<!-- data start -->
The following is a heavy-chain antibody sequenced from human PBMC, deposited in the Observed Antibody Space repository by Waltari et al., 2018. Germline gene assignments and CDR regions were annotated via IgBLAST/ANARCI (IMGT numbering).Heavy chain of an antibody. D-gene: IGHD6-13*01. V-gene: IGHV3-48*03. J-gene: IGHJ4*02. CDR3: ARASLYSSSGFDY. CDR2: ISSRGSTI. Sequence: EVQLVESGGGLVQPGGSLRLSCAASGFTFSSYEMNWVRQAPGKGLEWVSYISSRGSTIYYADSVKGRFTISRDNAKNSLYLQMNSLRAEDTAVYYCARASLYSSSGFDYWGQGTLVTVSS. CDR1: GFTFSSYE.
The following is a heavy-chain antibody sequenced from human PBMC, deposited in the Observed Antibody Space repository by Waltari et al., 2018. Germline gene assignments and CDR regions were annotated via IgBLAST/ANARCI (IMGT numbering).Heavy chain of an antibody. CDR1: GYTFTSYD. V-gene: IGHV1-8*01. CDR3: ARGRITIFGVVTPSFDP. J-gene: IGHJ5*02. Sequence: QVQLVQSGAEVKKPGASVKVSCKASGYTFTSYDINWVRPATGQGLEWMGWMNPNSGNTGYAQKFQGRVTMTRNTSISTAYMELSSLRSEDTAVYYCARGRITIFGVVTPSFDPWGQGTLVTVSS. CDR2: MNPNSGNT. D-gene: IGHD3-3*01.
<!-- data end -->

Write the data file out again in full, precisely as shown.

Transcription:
The following is a heavy-chain antibody sequenced from human PBMC, deposited in the Observed Antibody Space repository by Waltari et al., 2018. Germline gene assignments and CDR regions were annotated via IgBLAST/ANARCI (IMGT numbering).Heavy chain of an antibody. D-gene: IGHD6-13*01. V-gene: IGHV3-48*03. J-gene: IGHJ4*02. CDR3: ARASLYSSSGFDY. CDR2: ISSRGSTI. Sequence: EVQLVESGGGLVQPGGSLRLSCAASGFTFSSYEMNWVRQAPGKGLEWVSYISSRGSTIYYADSVKGRFTISRDNAKNSLYLQMNSLRAEDTAVYYCARASLYSSSGFDYWGQGTLVTVSS. CDR1: GFTFSSYE.
The following is a heavy-chain antibody sequenced from human PBMC, deposited in the Observed Antibody Space repository by Waltari et al., 2018. Germline gene assignments and CDR regions were annotated via IgBLAST/ANARCI (IMGT numbering).Heavy chain of an antibody. CDR1: GYTFTSYD. V-gene: IGHV1-8*01. CDR3: ARGRITIFGVVTPSFDP. J-gene: IGHJ5*02. Sequence: QVQLVQSGAEVKKPGASVKVSCKASGYTFTSYDINWVRPATGQGLEWMGWMNPNSGNTGYAQKFQGRVTMTRNTSISTAYMELSSLRSEDTAVYYCARGRITIFGVVTPSFDPWGQGTLVTVSS. CDR2: MNPNSGNT. D-gene: IGHD3-3*01.